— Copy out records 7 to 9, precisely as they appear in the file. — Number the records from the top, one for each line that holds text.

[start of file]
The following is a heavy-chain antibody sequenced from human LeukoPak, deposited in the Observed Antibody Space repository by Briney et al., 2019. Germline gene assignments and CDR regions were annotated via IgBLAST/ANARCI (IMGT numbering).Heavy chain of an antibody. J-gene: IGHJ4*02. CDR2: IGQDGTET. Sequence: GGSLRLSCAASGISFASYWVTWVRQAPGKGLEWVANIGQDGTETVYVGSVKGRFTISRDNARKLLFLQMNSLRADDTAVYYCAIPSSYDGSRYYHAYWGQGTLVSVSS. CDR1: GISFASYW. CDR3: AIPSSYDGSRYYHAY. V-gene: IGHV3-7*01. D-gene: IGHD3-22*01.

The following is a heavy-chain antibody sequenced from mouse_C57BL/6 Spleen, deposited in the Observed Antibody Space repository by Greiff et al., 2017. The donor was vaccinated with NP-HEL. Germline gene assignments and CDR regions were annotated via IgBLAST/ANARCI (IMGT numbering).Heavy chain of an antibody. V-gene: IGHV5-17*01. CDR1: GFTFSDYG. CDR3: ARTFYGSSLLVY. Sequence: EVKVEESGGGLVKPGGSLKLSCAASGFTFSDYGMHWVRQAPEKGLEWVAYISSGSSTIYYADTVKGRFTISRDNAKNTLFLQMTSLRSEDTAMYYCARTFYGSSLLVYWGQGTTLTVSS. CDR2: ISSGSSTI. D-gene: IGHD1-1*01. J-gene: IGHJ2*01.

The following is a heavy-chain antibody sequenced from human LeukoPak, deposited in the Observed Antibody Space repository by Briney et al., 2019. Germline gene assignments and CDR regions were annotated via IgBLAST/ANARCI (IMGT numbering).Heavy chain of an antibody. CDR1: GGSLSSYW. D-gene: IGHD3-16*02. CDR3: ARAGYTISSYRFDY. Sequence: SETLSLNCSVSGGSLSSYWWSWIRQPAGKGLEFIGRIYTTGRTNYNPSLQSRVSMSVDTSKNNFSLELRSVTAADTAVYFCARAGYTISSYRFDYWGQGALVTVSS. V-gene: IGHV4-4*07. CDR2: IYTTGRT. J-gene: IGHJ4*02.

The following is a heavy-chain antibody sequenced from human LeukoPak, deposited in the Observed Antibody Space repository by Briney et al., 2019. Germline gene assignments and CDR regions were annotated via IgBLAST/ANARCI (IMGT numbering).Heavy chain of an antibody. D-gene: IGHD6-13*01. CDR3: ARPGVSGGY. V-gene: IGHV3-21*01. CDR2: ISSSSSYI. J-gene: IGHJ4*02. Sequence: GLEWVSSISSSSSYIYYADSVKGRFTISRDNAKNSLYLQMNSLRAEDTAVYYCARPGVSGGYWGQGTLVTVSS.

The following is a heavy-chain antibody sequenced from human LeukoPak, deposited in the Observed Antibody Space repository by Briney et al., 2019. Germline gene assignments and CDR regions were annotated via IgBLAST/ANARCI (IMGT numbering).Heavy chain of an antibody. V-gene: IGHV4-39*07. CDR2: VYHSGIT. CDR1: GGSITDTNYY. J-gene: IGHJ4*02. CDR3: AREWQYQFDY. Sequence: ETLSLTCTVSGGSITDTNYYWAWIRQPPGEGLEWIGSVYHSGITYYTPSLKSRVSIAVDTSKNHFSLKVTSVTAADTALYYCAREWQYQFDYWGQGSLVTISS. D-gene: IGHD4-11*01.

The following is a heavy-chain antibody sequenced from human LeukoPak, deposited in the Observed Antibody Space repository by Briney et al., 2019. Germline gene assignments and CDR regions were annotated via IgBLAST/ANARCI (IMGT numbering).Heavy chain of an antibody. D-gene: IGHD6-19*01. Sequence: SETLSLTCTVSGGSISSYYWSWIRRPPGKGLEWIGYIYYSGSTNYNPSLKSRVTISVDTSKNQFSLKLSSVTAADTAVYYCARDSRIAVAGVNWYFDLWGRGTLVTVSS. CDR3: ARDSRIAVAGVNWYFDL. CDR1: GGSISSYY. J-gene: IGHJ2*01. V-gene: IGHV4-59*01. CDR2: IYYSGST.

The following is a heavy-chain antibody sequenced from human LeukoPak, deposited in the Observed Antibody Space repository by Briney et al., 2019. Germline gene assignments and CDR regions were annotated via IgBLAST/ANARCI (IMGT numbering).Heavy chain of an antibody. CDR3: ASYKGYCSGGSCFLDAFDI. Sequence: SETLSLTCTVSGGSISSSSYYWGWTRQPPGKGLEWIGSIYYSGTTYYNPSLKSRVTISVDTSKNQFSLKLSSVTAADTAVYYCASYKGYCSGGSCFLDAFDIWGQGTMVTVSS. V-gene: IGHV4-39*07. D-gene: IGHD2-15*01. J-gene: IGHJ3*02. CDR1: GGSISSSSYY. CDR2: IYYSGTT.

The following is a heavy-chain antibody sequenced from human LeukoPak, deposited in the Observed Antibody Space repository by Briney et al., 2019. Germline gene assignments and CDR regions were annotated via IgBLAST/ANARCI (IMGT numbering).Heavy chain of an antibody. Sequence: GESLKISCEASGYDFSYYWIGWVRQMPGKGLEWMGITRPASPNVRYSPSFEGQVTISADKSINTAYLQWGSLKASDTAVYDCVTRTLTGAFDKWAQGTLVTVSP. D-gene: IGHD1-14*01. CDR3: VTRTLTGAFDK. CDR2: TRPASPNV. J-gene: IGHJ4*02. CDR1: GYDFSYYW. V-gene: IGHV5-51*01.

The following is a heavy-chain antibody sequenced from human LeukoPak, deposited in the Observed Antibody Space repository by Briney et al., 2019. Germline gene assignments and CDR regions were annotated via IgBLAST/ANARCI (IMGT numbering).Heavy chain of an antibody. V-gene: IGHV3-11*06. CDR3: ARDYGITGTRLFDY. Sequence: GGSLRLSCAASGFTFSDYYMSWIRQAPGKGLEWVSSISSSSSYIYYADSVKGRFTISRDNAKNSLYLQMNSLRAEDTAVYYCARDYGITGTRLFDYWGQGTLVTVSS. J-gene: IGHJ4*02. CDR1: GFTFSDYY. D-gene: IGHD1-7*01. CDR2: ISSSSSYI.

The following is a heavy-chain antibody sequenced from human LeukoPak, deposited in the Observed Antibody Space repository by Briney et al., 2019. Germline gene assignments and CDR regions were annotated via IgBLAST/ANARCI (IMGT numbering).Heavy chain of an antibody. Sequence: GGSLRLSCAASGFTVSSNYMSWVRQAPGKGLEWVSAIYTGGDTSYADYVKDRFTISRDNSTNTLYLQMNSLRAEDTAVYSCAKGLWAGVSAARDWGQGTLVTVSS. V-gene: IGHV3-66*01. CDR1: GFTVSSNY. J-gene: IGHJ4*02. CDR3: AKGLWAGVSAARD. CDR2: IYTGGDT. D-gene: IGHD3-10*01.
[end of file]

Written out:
The following is a heavy-chain antibody sequenced from human LeukoPak, deposited in the Observed Antibody Space repository by Briney et al., 2019. Germline gene assignments and CDR regions were annotated via IgBLAST/ANARCI (IMGT numbering).Heavy chain of an antibody. CDR3: ASYKGYCSGGSCFLDAFDI. Sequence: SETLSLTCTVSGGSISSSSYYWGWTRQPPGKGLEWIGSIYYSGTTYYNPSLKSRVTISVDTSKNQFSLKLSSVTAADTAVYYCASYKGYCSGGSCFLDAFDIWGQGTMVTVSS. V-gene: IGHV4-39*07. D-gene: IGHD2-15*01. J-gene: IGHJ3*02. CDR1: GGSISSSSYY. CDR2: IYYSGTT.

The following is a heavy-chain antibody sequenced from human LeukoPak, deposited in the Observed Antibody Space repository by Briney et al., 2019. Germline gene assignments and CDR regions were annotated via IgBLAST/ANARCI (IMGT numbering).Heavy chain of an antibody. Sequence: GESLKISCEASGYDFSYYWIGWVRQMPGKGLEWMGITRPASPNVRYSPSFEGQVTISADKSINTAYLQWGSLKASDTAVYDCVTRTLTGAFDKWAQGTLVTVSP. D-gene: IGHD1-14*01. CDR3: VTRTLTGAFDK. CDR2: TRPASPNV. J-gene: IGHJ4*02. CDR1: GYDFSYYW. V-gene: IGHV5-51*01.

The following is a heavy-chain antibody sequenced from human LeukoPak, deposited in the Observed Antibody Space repository by Briney et al., 2019. Germline gene assignments and CDR regions were annotated via IgBLAST/ANARCI (IMGT numbering).Heavy chain of an antibody. V-gene: IGHV3-11*06. CDR3: ARDYGITGTRLFDY. Sequence: GGSLRLSCAASGFTFSDYYMSWIRQAPGKGLEWVSSISSSSSYIYYADSVKGRFTISRDNAKNSLYLQMNSLRAEDTAVYYCARDYGITGTRLFDYWGQGTLVTVSS. J-gene: IGHJ4*02. CDR1: GFTFSDYY. D-gene: IGHD1-7*01. CDR2: ISSSSSYI.